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Regional Economic Development Minister Shane Jones gives the thumbs-up to the reopening of the Wairoa–Napier railway line – Photos courtesy of KiwiRail

Trains return to Wairoa–
Napier line

Trains are moving again on the Napier to Wairoa line for the first time in six years following the reopening of the railway line in early June.

WEB EXCLUSIVE

The first train travelled along the Napier to Wairoa railway line between Napier and Eskdale to deliver ballast as part of the project to reopen the line. Hawke’s Bay Regional Council, KiwiRail and Napier Port have been discussing the reinstatement of the mothballed line for several years.

Repairs to the line to enable it to be reopened were made possible through the provision of $5 million from the NZ government’s Provincial Growth Fund, which will eventually allow a low-speed forestry service to operate between Wairoa and Napier, delivering logs from forestry blocks to the port.

At the official reopening event, KiwiRail chief executive Peter Reidy said, “Today sees a work train travelling up to Eskdale from Napier, the first time there has been a train on the line since 2012. The reopening of the Wairoa–Napier line is one of the first to be funded from the Provincial Growth Fund, and would not have happened without it. It is a significant event for KiwiRail on a number of levels, and recognition of the tremendous value that rail delivers to New Zealand.”

Regional benefits

Hawke’s Bay Regional Council group manager strategic development Tom Skerman says that while credit should go to KiwiRail for achieving this important milestone, he wants to acknowledge Councillor Alan Dick, chairman of the council’s regional transport committee, for his vision, perseverance and advocacy for the reinstatement of the service. 

“With central government behind the project, our focus now is to support the establishment of a commercial operation on the line. We expect this to deliver many regional benefits, such as resilience of the transport network, effective management of the anticipated growth in demand for log transport, and reducing the carbon footprint associated with the logistics of harvest,” says Mr Skerman.

Mr Reidy says KiwiRail has given the government a list of ‘shovel ready projects’ that will enhance the company’s role, particularly in the regions, of which the Wairoa–Napier line is the first to get underway. “Having work trains running is an important part of getting the line open to shift logs by rail and take trucks off the road,” he notes.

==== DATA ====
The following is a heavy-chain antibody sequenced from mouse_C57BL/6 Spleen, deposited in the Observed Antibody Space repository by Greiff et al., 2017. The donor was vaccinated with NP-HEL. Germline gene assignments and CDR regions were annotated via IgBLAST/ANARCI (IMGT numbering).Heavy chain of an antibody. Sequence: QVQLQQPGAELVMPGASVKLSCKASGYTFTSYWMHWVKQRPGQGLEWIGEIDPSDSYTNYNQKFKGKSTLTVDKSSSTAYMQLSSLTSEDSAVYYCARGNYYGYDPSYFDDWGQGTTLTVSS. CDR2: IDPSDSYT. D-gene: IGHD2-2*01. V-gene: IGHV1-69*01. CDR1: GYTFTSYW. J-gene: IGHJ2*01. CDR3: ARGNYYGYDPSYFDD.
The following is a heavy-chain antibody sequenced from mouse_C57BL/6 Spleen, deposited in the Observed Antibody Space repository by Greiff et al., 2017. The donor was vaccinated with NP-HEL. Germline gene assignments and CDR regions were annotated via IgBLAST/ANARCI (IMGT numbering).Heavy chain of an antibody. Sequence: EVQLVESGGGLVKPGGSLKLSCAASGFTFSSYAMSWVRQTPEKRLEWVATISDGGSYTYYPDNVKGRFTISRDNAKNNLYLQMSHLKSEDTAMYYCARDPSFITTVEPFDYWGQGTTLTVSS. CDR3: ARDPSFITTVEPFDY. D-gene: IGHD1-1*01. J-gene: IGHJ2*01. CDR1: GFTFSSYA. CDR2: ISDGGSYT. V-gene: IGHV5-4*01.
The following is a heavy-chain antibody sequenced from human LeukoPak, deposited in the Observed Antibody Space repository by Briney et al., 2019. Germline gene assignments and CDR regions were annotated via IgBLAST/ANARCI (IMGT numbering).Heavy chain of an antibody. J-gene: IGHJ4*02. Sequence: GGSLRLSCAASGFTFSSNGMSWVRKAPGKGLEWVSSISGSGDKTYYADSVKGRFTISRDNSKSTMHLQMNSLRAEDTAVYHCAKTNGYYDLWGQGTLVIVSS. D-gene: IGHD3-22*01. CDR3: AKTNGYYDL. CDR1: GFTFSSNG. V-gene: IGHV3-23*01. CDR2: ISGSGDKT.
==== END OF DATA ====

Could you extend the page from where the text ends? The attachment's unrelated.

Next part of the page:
Cutting carbon emissions

Regional Economic Development Minister Shane Jones, who attended the official event, says the government is making safety a higher priority when it invests in transport, and taking logging trucks off challenging roads contributes to that. 

“We’re strongly committed to making significant investment in regional rail and I look forward to being able to make more announcements with KiwiRail in the coming months,” he says. “KiwiRail is experiencing growth in its overall forestry business – a result being driven by an increase in the volume of logs – and the government sees substantial benefits in using rail to decrease the number of logging trucks on our roads.”

Mr Reidy says the reopening of the Wairoa–Napier line is an important project for the region, for New Zealand and for KiwiRail. “It lifts the regional economy, makes the roads safer, and helps the environment by cutting carbon emissions – every tonne of freight carried by rail is a 66% emissions saving over heavy road freight.” 

KiwiRail estimates that using the Wairoa–Napier line to move the logs could take more than 5500 trucks a year off the road, and cut carbon emissions by 1292 tonnes. The line is expected to be ready for logging trains by the end of the year.


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